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Participants in PERE’s UK roundtable describe a market emerging from the shadow of Brexit and covid. But the pandemic debt hangover portends a painful recovery.
Covid-19 has brought US multifamily opportunities in secondary markets to the forefront, says David Smith, chief operating officer of Avenue Living Asset Management and chief executive officer of Avenue Living’s US real estate trust
Residential real estate performance has withstood the pandemic. However Macquarie Asset Management’s Dana Gibson and Rod Cornish say the sector will see changes thanks to covid-19 accelerating long-term trends
European residential has proven a robust proposition to fight volatility since the outbreak of the covid-19 crisis, argues PATRIZIA’s Mahdi Mokrane.
Multifamily in the US might have been a wild asset class back in the 1970s, but Fairfield’s Greg Pinkalla has seen it become one of the core holdings of US investors today – while still maintaining the flexibility to ‘roll with the punches’.
There is significant scope to continue funding residential developments in the UK as banks continue to retreat from this space, says Jai Patel, with ample opportunity to prioritize a green agenda.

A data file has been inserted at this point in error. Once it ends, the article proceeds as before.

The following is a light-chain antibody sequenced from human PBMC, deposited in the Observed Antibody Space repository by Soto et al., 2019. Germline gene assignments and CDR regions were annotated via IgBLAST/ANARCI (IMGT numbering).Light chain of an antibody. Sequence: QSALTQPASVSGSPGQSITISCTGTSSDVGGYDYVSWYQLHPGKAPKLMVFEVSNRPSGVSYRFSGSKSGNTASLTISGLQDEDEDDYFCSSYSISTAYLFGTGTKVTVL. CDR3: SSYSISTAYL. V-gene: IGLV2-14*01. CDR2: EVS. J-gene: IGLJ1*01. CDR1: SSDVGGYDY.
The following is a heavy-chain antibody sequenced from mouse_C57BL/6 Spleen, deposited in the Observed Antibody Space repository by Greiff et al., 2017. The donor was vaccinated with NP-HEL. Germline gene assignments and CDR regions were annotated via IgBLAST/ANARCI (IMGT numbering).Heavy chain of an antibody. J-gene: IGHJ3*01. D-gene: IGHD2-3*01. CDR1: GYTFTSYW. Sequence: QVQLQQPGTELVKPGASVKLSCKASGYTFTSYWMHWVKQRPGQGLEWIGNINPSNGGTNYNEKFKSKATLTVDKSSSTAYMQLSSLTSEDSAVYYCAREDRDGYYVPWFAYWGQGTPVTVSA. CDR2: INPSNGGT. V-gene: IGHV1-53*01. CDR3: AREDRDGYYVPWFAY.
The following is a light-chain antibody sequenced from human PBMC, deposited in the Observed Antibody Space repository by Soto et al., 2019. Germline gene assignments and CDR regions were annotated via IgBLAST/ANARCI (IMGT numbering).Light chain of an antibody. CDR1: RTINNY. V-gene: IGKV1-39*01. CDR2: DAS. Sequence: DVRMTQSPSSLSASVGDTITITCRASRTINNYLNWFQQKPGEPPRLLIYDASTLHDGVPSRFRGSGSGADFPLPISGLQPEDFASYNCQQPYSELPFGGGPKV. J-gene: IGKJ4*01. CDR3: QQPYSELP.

The pandemic has failed to halt growth in a rapidly institutionalizing segment, argue Brookfield Asset Management’s Zachary Vaughan and Jeannie Wong.
Landlords will have to be increasingly involved in the operation of buildings as covid accelerates changes in multifamily, says John German, managing director – residential investments at Invesco Real Estate.
In PERE’s debt roundtable, ARA Venn, CBRE Global Investors, Invesco Real Estate and Madison Realty Capital appraise the post-pandemic opportunities for loan origination in the US and Europe.
Commercial real estate debt returns improve relative to other asset classes during periods of crisis and sustained economic uncertainty, says Wayne Lasky, co-founder and managing director of MaxCap Group.
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